Vin Baker Wants Bigger Role

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Vin Baker Wants Bigger Role

The pregame sermon was titled, "Christmas Presents or Presence. You Choose." Vin Baker, the preacher's son, wants both. More than anything, he'd like playing time, because he still feels he can be a presence if given the time and opportunity. In Boston, he got the opportunity and couldn't keep it. In New York, he can't even get the opportunity on what charitably could be called one of the weakest front lines in the Eastern Conference. He's not trying to crack the Big Three.

Baker returned to Boston last night for the first time since the Celtics waived him last Feb. 13. (His last game as a Celtic was Jan. 18, 2004, against the Spurs.) He hasn't exactly been making New York fans forget Dave DeBusschere or Charles Oakley. He had played 13 minutes in the previous five games, 11 coming in the blowout loss at home to Dallas Tuesday. "He's worked very hard," said Knicks coach Lenny Wilkens. "But Nazr [Mohammed] is playing really good. What [Baker] has done off the court is impressive. He's helped Nazr, Sweets [Mike Sweetney], and Trevor [Ariza], guys who are ahead of him. He's been a real pro."

Baker talked openly and even wistfully about his brief Boston experience, one that came to a crashing end last winter when he couldn't control his drinking. The Celtics terminated his contract, then, after the players' union came to Baker's defense, a buyout was arranged. Baker signed with the Knicks for the remainder of the season and re-signed over the summer for two years and $7.35 million. While he took a couple shots at the Celtics organization in October ("I think they were waiting for the ultimate demise") he was Mr. Diplomacy before the game last night. He even exchanged a hug with Danny Ainge on court while warming up. "I wanted to come here and be the Vin Baker of old," he said, talking about last season, when he had acknowledged his alcoholism, had lost weight, and looked rejuvenated. "I felt like I got off to great start [last season] but things happened physically and, what I went through, it was unfortunate."

He said he holds no grudges against anyone here and, in fact, misses the locker room across the hall.

"I've got a lot of friends over there in that locker room," he said. Oddly, probably the best of those friends, Gary Payton, wasn't in Boston with Baker. "I miss it over there. I miss the guys over there. But I'm trying to put the things that happened last year behind me and move on." Baker said he had no clue as to how he would be received or how he would be perceived by the Boston fans. When he did make his first appearance, with 2:34 remaining in the first quarter, he was booed, lustily. In five first-half minutes, all he managed was a foul. He didn't get off the bench in the second half. Those same fans generally saw Baker last season as a sympathetic, if flawed, character. It was in Boston where the alcoholism that had been destroying him for years finally came to public light. But there also was no better feel-good story last year at this time after Baker had opened up about his problems and appeared to be recovering. Soon thereafter, however, he suffered repeated relapses that eventually led to his departure.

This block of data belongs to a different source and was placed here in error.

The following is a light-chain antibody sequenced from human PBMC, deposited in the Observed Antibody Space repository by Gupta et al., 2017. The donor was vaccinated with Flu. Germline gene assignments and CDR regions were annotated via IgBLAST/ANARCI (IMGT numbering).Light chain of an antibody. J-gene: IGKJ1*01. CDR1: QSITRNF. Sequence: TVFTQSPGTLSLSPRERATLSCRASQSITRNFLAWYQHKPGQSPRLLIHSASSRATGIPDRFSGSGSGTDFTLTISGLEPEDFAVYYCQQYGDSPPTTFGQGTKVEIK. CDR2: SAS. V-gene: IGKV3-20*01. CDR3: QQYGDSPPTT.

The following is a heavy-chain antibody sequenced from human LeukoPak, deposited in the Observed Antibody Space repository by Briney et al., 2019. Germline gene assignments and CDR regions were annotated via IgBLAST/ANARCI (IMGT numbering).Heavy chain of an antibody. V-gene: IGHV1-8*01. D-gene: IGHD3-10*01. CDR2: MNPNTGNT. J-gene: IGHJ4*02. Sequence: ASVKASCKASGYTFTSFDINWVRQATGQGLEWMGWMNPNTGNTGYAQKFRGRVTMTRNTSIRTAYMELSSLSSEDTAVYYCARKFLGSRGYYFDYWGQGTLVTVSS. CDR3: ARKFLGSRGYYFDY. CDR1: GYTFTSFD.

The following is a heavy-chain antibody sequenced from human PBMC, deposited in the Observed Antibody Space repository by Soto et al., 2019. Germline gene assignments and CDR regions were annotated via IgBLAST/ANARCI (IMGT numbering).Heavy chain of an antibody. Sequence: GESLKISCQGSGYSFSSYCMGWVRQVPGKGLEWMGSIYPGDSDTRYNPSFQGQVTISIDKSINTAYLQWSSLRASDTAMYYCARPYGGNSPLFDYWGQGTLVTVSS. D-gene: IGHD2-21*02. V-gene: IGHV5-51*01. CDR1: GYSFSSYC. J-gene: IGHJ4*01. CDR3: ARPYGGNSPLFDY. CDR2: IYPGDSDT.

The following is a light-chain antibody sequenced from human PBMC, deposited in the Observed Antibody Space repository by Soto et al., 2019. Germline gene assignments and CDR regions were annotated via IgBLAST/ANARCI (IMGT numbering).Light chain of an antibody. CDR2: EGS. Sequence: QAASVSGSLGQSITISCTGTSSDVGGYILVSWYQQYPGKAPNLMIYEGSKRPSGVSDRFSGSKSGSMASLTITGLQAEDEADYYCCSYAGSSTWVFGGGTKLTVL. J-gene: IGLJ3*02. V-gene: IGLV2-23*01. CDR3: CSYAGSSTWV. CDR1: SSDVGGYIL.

It was a very public fall from grace and it was a sad, sad story. When the Knicks signed him in April, you had to wonder: How could he be ready to play NBA basketball so soon after relapsing in Boston? There have been no known problems since he joined the Knicks, and Baker said last night, "I have a great support group around me in New York with Mr. [Charles] Dolan, [the owner] with Isiah [Thomas, the president of basketball operations]. The organization and my teammates have been great."

We'll never know what would have happened had Baker been able to stay sober in Boston. Remember him at the beginning of last season? The winning hoop at Indiana? Among the league leaders in field goal percentage? Scoring 24 points on Halloween in Memphis in a last-second Celtics win? Unfortunately, those are the few. He played 37 games for the Celtics last season and, in most of them, he was underwhelming. "In a way, I'm very disappointed I didn't get a chance to [finish] playing in Boston the way I started off last year," he said.

The Knicks have committed to him for two years (the second year of the contract is at his option) and he would like nothing more than to make it work. So far, it hasn't. There's really no other way to put it. When Mohammed, Sweetney, and a second-round rookie (Ariza) are playing ahead of you, there has to be a message there. "I'm no different now than I was last year [at this time]," Baker said. "I still feel I can be productive and help this team. I feel like I can get on the floor and do some good things."

You want to believe Baker and yet few seem to share his belief, let alone his optimism. His coach clearly doesn't. He's now an official journeyman with one momentous journey. He'd like to think there's still time, and a chance, for a happy ending.

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